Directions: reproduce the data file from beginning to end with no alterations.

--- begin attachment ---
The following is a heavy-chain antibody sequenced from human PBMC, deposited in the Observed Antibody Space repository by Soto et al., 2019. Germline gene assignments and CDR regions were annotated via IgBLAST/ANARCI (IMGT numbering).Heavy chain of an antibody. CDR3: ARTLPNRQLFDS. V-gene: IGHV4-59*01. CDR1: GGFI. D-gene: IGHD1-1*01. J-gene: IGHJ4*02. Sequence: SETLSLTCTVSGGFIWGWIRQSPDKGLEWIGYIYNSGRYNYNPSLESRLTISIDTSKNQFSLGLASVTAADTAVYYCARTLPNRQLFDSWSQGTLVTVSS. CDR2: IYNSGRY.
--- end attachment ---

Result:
The following is a heavy-chain antibody sequenced from human PBMC, deposited in the Observed Antibody Space repository by Soto et al., 2019. Germline gene assignments and CDR regions were annotated via IgBLAST/ANARCI (IMGT numbering).Heavy chain of an antibody. CDR3: ARTLPNRQLFDS. V-gene: IGHV4-59*01. CDR1: GGFI. D-gene: IGHD1-1*01. J-gene: IGHJ4*02. Sequence: SETLSLTCTVSGGFIWGWIRQSPDKGLEWIGYIYNSGRYNYNPSLESRLTISIDTSKNQFSLGLASVTAADTAVYYCARTLPNRQLFDSWSQGTLVTVSS. CDR2: IYNSGRY.